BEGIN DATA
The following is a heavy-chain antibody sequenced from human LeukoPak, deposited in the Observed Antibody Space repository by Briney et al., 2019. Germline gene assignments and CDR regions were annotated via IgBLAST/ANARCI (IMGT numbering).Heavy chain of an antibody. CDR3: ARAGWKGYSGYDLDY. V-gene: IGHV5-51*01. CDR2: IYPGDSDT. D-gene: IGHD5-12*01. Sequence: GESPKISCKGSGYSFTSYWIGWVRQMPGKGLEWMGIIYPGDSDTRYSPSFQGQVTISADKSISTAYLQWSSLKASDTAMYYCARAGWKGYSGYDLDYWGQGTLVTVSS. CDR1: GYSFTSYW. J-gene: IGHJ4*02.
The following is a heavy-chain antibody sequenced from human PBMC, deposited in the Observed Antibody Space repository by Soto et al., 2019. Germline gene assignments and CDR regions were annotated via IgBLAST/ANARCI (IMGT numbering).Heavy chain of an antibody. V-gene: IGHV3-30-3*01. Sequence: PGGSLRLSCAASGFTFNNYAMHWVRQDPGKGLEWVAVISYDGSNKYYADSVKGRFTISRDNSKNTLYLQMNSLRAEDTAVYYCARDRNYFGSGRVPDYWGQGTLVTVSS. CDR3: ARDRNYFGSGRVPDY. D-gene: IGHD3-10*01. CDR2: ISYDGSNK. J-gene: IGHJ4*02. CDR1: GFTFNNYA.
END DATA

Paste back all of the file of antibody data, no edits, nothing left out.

The following is a heavy-chain antibody sequenced from human LeukoPak, deposited in the Observed Antibody Space repository by Briney et al., 2019. Germline gene assignments and CDR regions were annotated via IgBLAST/ANARCI (IMGT numbering).Heavy chain of an antibody. CDR3: ARAGWKGYSGYDLDY. V-gene: IGHV5-51*01. CDR2: IYPGDSDT. D-gene: IGHD5-12*01. Sequence: GESPKISCKGSGYSFTSYWIGWVRQMPGKGLEWMGIIYPGDSDTRYSPSFQGQVTISADKSISTAYLQWSSLKASDTAMYYCARAGWKGYSGYDLDYWGQGTLVTVSS. CDR1: GYSFTSYW. J-gene: IGHJ4*02.
The following is a heavy-chain antibody sequenced from human PBMC, deposited in the Observed Antibody Space repository by Soto et al., 2019. Germline gene assignments and CDR regions were annotated via IgBLAST/ANARCI (IMGT numbering).Heavy chain of an antibody. V-gene: IGHV3-30-3*01. Sequence: PGGSLRLSCAASGFTFNNYAMHWVRQDPGKGLEWVAVISYDGSNKYYADSVKGRFTISRDNSKNTLYLQMNSLRAEDTAVYYCARDRNYFGSGRVPDYWGQGTLVTVSS. CDR3: ARDRNYFGSGRVPDY. D-gene: IGHD3-10*01. CDR2: ISYDGSNK. J-gene: IGHJ4*02. CDR1: GFTFNNYA.